While Spokane Valley briefly considered administering some of its own social service grants in an effort to have more leverage and local control over its programs, City Council voted Tuesday to continue collaborating with Spokane County.
In exchange for staying in Spokane County’s consortium, Spokane Valley was given a larger percentage of money for projects in its city limits and more representation on the board that makes decisions on how to spend that money.
If Spokane Valley City Council had voted to start its own program, it would have received slightly less money and had more responsibilities, though it would have had more control over the process.
If council had voted to seperate , the city would have received about $650,000 in Community Development Block Grants, or CDBG. But the city would have had to spend slightly more in administrative costs to hire and train new employees if it started its own program.
By staying, it will receive about $649,000, according to city documents.
On Tuesday the City Council voted 6-1 to enter into a three-year contract with the county to manage Spokane Valley’s CDBG program and administer other programs.
Several council members, including Pam Haley, Brandi Peetz, Rod Higgins and Mayor Ben Wick, said they would be open to trying out an independent city program in the future.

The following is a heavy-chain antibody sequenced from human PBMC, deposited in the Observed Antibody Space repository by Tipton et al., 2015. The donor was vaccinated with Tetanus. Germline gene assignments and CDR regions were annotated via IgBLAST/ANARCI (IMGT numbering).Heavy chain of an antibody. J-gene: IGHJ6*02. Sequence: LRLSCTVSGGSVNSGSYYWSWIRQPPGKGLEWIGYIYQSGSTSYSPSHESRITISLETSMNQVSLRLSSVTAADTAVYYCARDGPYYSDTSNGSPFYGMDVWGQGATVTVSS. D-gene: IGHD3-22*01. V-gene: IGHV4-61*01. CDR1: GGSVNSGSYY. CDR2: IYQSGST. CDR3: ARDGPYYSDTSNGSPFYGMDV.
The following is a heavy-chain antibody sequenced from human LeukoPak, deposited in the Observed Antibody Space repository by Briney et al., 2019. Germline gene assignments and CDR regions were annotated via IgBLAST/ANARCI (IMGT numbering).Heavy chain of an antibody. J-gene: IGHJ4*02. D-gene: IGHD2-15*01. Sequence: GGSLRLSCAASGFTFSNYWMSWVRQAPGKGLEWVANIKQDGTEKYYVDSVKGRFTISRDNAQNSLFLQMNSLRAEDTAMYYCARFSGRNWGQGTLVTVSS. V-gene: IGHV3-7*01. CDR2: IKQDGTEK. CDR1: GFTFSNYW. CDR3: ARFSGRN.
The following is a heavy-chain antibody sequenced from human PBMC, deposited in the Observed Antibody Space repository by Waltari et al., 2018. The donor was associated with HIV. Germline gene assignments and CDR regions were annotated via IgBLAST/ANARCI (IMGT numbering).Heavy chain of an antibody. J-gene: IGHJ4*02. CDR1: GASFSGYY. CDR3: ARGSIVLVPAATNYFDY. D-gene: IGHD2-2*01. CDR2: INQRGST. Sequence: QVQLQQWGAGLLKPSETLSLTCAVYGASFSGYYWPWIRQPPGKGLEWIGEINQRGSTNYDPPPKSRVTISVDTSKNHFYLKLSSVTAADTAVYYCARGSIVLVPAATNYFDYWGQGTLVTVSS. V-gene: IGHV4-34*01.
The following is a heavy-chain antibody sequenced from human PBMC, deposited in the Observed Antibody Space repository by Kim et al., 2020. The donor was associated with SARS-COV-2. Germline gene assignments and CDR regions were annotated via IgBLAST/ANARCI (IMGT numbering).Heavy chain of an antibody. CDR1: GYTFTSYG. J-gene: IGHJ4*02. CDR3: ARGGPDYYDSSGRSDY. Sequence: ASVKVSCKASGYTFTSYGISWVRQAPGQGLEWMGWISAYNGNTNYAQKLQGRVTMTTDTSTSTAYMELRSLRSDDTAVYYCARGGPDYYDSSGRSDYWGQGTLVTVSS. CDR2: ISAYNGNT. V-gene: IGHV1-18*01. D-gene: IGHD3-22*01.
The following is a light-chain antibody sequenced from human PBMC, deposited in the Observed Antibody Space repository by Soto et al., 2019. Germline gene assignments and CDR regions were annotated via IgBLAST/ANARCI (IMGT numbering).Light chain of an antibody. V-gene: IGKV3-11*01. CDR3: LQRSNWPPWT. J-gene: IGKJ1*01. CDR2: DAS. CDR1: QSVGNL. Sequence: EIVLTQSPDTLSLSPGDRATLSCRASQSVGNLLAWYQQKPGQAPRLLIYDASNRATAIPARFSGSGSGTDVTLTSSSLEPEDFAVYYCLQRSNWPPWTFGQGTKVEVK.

Peetz said she had been leaning toward doing so Tuesday, but worried that making such a large change during a pandemic could complicate the region’s response and cause confusion.
“If this came in a non-COVID situation, this would be different,” Peetz said.
She said she’d like to discuss the issue again before the next grant cycle.
Wick said some council members may have felt rushed and stressed about making such a big decision during the uncertainty of a pandemic, so he would prefer to restart the conversation as soon as a year and a half from now, to make sure City Council and city staff have as much time as they need to discuss the situation.
He said he’s also hopeful City Council and staff will have more time over the next year or so to talk to other cities that are similar in size to Spokane Valley to learn how they manage their programs.
“Hopefully we won’t be in a pandemic again (and) everyone (will be) more familiar and educated,” he said.
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